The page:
Caught between rock and hard place

Others [in the diaspora] are currently very worried with a feeling of being now trapped between rock and hard place because of the unpalatable conditions to relocate.

Acho Orabuchi

This is a sad commentary! Nigerian males in the Diaspora are now confronted with sensitive cultural issues as they naturally grow old! In fact, it churns their heart as they contemplate on the limited options they must tackle the burning and intractable issues.

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Well, Nigerians in the Diaspora, especially in America are rapidly aging with obvious trepidation arising from uncertainties that trail death. Certainly, aging condition precedes the inevitable end. Therefore, people are understandably worried of the seeming spike in the number of deaths due to old age among Nigerians in the big cities in the United States where there are large concentrations of Nigerians. Yes, some Nigerians who died in the United States were buried here partly because of their loss of family ties to Nigeria. When they were alive, they looked askance at those who were investing

and building homes in Nigeria. They thought and literally considered such investments would amount to naught since many people had already resigned to calling and accepting America as their only home, especially when they were younger. That prevalent thought tended to obscure the inherent contradiction that became apparent at old age. Sure, little did they know that they would be faced with a daunting decision of being buried here afterwards.

Others are currently very worried with a feeling of being now trapped between rock and hard place because of the unpalatable conditions to relocate. Relocating to Nigeria is a daunting task due to numerous reasons. That seems to describe the paradox and inherent conundrum that highlight the life of the aging Nigerians in America.

So, in every gathering among Nigerian men, especially at the wake keepings, intense discussions about the frightening reality that many will die here and, unfortunately, without heir of their estate in Nigeria, loom larger. The same thought worries the women, but for different reasons—they are very comfortable in America.

Therefore, the mere mentioning of relocating to Nigeria, annoys most of them who feel that their freedom would be lost over there. But the Nigerian males in the Diaspora, especially in the United States, are reluctantly coming to terms with the fact that their children will never visit or live in their ancestral homes when they depart this world. Thus, whatever properties they have there are at the disposal of their kinsmen. This level of fear has precipitated uncanny actions by a broad swath of Nigerian men living in America.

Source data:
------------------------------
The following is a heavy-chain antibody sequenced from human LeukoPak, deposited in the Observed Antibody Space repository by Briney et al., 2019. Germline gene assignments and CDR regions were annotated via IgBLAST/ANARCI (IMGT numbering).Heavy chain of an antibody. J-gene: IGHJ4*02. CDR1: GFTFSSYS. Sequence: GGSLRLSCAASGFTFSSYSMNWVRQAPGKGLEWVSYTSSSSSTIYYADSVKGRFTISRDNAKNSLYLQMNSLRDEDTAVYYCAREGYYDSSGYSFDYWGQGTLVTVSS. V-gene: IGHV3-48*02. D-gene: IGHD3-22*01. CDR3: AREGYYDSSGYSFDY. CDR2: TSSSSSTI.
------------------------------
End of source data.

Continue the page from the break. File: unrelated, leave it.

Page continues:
Thus, more of the aging Nigerians in America seem to be consumed with the notion that their linage will be broken if their children abandon their ancestral homes to the delight of their siblings or kinsmen in Nigeria. Obviously, children of Nigerian-Americans will not go to Nigeria to live. They have little or no ties to Nigeria. The ties they have are always broken at the death of their dad. With this ominous reality in mind, some Nigerians here are now going to Nigeria to procreate in order to have someone to maintain their name when they depart this world.

In some cases, the decision of mating in Nigeria has disparate results. Nevertheless, this emerging solution to the perceived problem is gradually gaining ground among the males. Discussions and opinions on this phenomenon abound.

Chief Jerry Ken Ike, a popular Igbo community leader opined, “It has become obvious to a lot of Nigerians living in the Diaspora that they may not be able to finally retire back home in Nigeria due to the unwillingness of their kids and wives to join them in the effort. The relocation to Nigeria by someone who has lived in the Diaspora for a long time is faced with a lot on uncertainty stemming from security to amenities to income.

Any of these that is lacking brings an untold hardship to such an individual. Because such moves require a lot resources some have tried to maneuver that through politics or political appointments. That also doesn’t seem so easy as they compete for those positions with people at home who know the terrain better than they do. The failure to bring this idea of returning back home to fruition now brings those Nigerian in the Diaspora especially people of Igbo ethnic group at the crossroads of decision-making.

“To an Igbo man, what happens to his name after his exit to eternity in terms of someone to take along the name in his ancestral home means a lot to him. The other ethnic groups in Nigeria don’t care much where they are buried or who takes the name or who inherit their ancestral property but to an Igbo man, these things are the foundation of their culture.

Most Nigerians in the Diaspora especially of Igbo ethnic group are now struggling to come up with different solutions to deal with the problem. Some have gone behind their wife’s back to get another wife that will permanently remain in Nigeria to create a second home but at some point, got busted and what happened next is a broken home in America. Some who did that even to the knowledge of their wives could not meet up with the stress of traveling to and from Nigeria in a bid to keep two homes.

This now goes with the Igbo proverb that shows how difficult it is to deal with a tsetse fly that perched on the scrotum. If you leave it, it sucks up your blood and if you hit it hard to kill it, you might end up breaking your testicles.”

READ ALSO: Igbo built America

The post Caught between rock and hard place appeared first on The Sun Nigeria.

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